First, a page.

Download (direct link):
Clymer also noted that in one case a hospital worker stole the identities of 393 patients for the purpose of obtaining bogus credit cards, while more than one Web site actively advertises stolen social security numbers for sale to those interested in gaining false credit.52
Authors Ellingson and Williams have cited the California Public Interest Research Group to the effect that their research indicates that it takes two years and $18,000 for the average identity theft victim to clean up their stolen identity and remove fraudulent information from credit files.53 Such time and expense is considerable both for the individual and to the country as a whole, when one thinks of the range of yearly victims cited by Attorney General Ashcroft. The cost to individuals alone may be $9 to $12.6 billion per year! Certainly, some part of this loss is caused by the improper activities of employees accessing customer data, much like the hospital worker. We simply do not know how much.
Lest we forget, the government is also an employer and, thereby, subject to some level of occupational fraud. Combining the local, state, and federal levels, there are millions of government employees in the United States. Trying to obtain comprehensive statistics on these workplace fraud losses is difficult because of the diffuse nature of the thousands of entities that can be termed governmental agencies. They range from the local school authority to massive federal agencies. One article, however, may provide some flavor of the scope of potential governmental problems.
In May 2002 the Associated Press reported that Inspector Generals from three federal agencies have advised Congress that they cannot even estimate the extent of credit card abuse by federal government employees. The article noted that at the Pentagon alone more than 46,000 employees had defaulted on in excess of $62 million in travel expenses charged to government credit cards. At the Education Department, the General Accounting Office could not find 179 pieces of computer equipment, worth more than $200,000, that had been charged to government credit cards. The total size of potential problems in this arena alone is unknown, but some idea of its scope is suggested by research conducted by the Associated Press. That organization learned in 2001 that the federal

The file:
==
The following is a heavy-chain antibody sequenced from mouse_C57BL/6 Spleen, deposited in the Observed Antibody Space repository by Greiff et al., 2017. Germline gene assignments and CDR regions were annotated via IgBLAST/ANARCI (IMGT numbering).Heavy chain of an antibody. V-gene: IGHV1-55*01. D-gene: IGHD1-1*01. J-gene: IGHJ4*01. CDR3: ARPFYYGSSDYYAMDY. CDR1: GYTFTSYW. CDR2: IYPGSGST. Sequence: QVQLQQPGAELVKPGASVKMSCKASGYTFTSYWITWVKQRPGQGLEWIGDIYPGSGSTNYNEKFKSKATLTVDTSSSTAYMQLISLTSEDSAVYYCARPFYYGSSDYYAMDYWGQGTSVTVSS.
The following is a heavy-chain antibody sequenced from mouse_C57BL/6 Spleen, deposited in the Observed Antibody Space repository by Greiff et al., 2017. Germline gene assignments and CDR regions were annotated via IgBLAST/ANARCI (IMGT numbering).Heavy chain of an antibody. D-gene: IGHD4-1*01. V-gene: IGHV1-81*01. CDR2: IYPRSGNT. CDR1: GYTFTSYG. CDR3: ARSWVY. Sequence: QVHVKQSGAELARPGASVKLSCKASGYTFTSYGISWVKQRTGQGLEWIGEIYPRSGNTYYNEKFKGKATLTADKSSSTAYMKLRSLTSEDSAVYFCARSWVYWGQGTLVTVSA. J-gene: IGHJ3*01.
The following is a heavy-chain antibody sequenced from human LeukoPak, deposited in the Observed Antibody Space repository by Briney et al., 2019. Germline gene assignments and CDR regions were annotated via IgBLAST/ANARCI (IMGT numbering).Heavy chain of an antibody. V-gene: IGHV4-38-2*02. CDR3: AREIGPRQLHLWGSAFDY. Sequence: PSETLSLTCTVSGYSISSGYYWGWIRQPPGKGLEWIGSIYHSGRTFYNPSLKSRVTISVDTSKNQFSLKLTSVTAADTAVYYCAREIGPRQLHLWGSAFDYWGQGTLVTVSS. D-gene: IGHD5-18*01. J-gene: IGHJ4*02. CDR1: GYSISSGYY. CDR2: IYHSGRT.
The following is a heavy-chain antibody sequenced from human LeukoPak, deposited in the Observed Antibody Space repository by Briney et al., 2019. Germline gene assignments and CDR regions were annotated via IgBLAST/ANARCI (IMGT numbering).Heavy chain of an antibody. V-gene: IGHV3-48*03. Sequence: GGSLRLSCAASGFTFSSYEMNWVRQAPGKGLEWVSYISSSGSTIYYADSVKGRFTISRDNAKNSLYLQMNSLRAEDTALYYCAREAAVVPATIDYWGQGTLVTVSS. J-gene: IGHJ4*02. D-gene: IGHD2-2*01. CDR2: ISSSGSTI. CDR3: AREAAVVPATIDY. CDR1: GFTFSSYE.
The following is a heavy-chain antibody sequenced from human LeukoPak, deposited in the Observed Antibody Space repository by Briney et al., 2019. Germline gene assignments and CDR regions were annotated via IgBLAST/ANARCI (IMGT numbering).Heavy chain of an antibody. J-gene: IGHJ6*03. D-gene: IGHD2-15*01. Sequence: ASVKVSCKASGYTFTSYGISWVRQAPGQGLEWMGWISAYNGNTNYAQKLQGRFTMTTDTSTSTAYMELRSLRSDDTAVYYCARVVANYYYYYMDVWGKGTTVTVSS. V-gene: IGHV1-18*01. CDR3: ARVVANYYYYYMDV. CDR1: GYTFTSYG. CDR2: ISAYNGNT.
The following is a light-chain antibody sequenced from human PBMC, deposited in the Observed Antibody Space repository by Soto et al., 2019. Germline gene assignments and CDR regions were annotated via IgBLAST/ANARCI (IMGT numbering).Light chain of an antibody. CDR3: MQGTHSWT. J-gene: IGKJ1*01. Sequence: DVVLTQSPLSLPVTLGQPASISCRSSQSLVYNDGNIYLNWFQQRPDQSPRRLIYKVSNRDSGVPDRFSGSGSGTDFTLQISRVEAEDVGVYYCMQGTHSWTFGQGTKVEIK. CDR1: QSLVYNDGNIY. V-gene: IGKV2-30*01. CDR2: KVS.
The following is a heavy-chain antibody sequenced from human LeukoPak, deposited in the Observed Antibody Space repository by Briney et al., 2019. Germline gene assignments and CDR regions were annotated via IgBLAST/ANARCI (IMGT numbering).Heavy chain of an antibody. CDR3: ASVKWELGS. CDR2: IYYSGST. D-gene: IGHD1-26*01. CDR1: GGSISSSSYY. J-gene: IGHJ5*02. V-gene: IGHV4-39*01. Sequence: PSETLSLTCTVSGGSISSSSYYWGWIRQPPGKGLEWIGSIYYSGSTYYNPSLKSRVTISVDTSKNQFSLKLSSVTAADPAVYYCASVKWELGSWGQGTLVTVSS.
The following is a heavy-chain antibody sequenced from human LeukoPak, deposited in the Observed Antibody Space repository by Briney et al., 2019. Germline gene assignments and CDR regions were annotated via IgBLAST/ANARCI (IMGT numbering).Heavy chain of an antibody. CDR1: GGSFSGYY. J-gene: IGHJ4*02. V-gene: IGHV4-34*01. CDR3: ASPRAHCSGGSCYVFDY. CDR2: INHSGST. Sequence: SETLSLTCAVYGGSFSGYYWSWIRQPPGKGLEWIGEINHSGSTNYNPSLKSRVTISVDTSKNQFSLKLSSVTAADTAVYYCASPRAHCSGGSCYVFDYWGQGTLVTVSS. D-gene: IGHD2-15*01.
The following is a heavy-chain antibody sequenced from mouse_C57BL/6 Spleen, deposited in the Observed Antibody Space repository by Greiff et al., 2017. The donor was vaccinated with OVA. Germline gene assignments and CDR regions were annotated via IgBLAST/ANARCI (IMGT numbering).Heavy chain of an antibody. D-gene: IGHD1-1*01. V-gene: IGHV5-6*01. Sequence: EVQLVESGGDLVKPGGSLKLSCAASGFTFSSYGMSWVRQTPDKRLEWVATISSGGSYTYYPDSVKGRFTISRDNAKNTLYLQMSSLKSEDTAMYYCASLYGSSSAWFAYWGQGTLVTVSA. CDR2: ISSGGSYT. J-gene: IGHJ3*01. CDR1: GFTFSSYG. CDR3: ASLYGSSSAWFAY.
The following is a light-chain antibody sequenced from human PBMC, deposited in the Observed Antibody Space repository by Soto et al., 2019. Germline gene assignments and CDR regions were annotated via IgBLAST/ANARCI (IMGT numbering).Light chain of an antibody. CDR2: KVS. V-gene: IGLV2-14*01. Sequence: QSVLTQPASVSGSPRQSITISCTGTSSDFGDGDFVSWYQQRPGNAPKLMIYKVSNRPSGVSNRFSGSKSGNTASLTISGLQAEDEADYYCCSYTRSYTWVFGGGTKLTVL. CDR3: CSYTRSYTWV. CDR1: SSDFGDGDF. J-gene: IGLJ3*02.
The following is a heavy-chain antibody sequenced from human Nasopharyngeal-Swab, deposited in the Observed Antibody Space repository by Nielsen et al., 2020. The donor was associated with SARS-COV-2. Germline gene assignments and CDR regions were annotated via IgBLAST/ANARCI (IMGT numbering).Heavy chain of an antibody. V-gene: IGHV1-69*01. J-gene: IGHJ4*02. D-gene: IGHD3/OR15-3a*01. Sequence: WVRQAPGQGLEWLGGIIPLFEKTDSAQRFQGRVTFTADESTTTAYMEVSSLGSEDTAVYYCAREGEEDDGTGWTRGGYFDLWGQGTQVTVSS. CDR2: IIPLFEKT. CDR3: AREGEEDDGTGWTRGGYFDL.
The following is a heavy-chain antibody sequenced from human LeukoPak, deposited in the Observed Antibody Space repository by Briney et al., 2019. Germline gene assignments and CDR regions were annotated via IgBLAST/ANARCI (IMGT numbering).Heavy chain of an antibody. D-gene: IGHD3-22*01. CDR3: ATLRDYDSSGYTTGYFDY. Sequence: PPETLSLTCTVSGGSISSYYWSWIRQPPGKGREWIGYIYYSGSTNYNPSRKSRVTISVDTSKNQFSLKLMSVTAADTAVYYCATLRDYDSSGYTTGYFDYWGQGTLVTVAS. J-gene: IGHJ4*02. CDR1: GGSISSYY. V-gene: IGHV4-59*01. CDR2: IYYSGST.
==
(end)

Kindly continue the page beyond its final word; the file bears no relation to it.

THE STATE OF OCCUPATIONAL FRAUD
government had more than 3 million credit cards in its possession, one for three out of every four federal employees.
Gregory H. Friedman, the Inspector General at the Energy Department, advised a Congressional Committee that his agency alone had conducted 22 audits and criminal investigations of credit card abuse since 1998 and recovered more than $325,000 in unauthorized purchases. Among these violations, he noted, were kickbacks to suppliers for false invoices, goods bought for personal use and delivered to the employee’s home, and ghost purchases in which all required paperwork was completed but no goods or services were ever received by the government. Inspector General Janet Rehnquist of the HHS advised Congress that last summer her office began to analyze all credit card purchases for unusual amounts or characteristics. As a result of this effort, they have already begun 24 investigations involving 43 employees of that agency.54
Given the size, scope, infinite variety, and hidden nature of occupational fraud, what do we do to defeat it? One of the obvious first steps is to try to determine why it happens.
THEORIES OF OCCUPATIONAL FRAUD
In his book, Occupational Fraud and Abuse, Joseph Wells sets forth several theories of fraud causation based on his many years of research in the field and his interactions with a number of academics and theorists interested in the subject.
One of the earliest researchers in the arena was Edwin H. Sutherland, a criminologist at Indiana University. Focused initially on the activities of the elite business executive, Sutherland rejected the conventional wisdom that the motivation to commit fraud was the result of some mental defect or socioeconomic deprivation. Sutherland coined the term white collar crime, although he used it in the sense of corporate acts and acts by individuals acting in a corporate capacity. Later, Sutherland developed his theory of differential association, which held that criminal activity is a learned behavior, much like the ability to learn a language or play a musical instrument. Criminal learning, he theorized, involved two separate but supporting areas of endeavor: achieving the technical competence to commit the fraud and “the attitudes, drives, rationalizations, and motives of the criminal mind.”1
Donald R. Cressey was a student of Sutherland’s who undertook his own research into the causation of fraud, especially that committed by embezzlers. Much of Cressey’s work was based on his interviews with several hundred incarcerated embezzlers. As a result of this work, Cressey came to develop what Wells has characterized as the fraud triangle; that is, the three sets of conditions conducive to fraud taking place: (1) a perceived nonsharable financial need or pressure; (2) an opportunity to commit the act(s); and (3) a rationalization mechanism to permit the fraud to occur.2